Thirdly. In Syeda Aimen Batool’s words (who also got the suggestion from Sarah), “Do not take things personally and focus on learning”. I read this in his article just the other day and I feel like this piece of advice resonated with me. He said that it can be hard to not take things personally and feel insulted when a senior dev or mentor makes a correction or suggestion. It’s even harder when you’re working in open source and it’s in a public platform. The most important thing is to focus on the main points and have a learning attitude. We won’t be able to learn new concepts and good coding practices unless we put all our ego aside and focus on learning from the experience and knowledge of others.
And finally, it’s important to remember that everybody struggles. Every pro dev started somewhere. They all faced some pretty difficult bugs and blockers but this is exactly how they became the senior developers that they are today. It’s all part of the journey. Once we understand that it is completely normal to get stuck, then we can normalize asking for help when we need it.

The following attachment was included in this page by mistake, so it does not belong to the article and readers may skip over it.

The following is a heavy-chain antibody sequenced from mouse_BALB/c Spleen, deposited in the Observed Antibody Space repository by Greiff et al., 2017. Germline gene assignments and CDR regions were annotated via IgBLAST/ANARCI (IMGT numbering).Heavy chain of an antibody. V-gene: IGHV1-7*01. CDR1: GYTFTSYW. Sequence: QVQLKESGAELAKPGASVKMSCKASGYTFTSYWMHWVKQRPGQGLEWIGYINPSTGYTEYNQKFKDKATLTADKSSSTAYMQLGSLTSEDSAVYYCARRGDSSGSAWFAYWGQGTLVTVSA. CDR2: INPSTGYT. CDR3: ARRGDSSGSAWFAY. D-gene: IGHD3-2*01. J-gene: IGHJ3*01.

I made my first YouTube Mixxx tutorial titled “Getting Started”. I posted the video in the chat, and got feedback from some of the other contributors. I plan to record another video, and make some adjustments this time (based on the feedback that I got from the first.)
I lost a day of work to correcting git errors while making the pull request #322.
I lost a day or two as well to re-recording the video tutorial and editing. I had recorded my voice and my computer screen at the same time, but that wasn’t working out too well. I later on decided to record my screen and voice separately and then merge the two in the final video.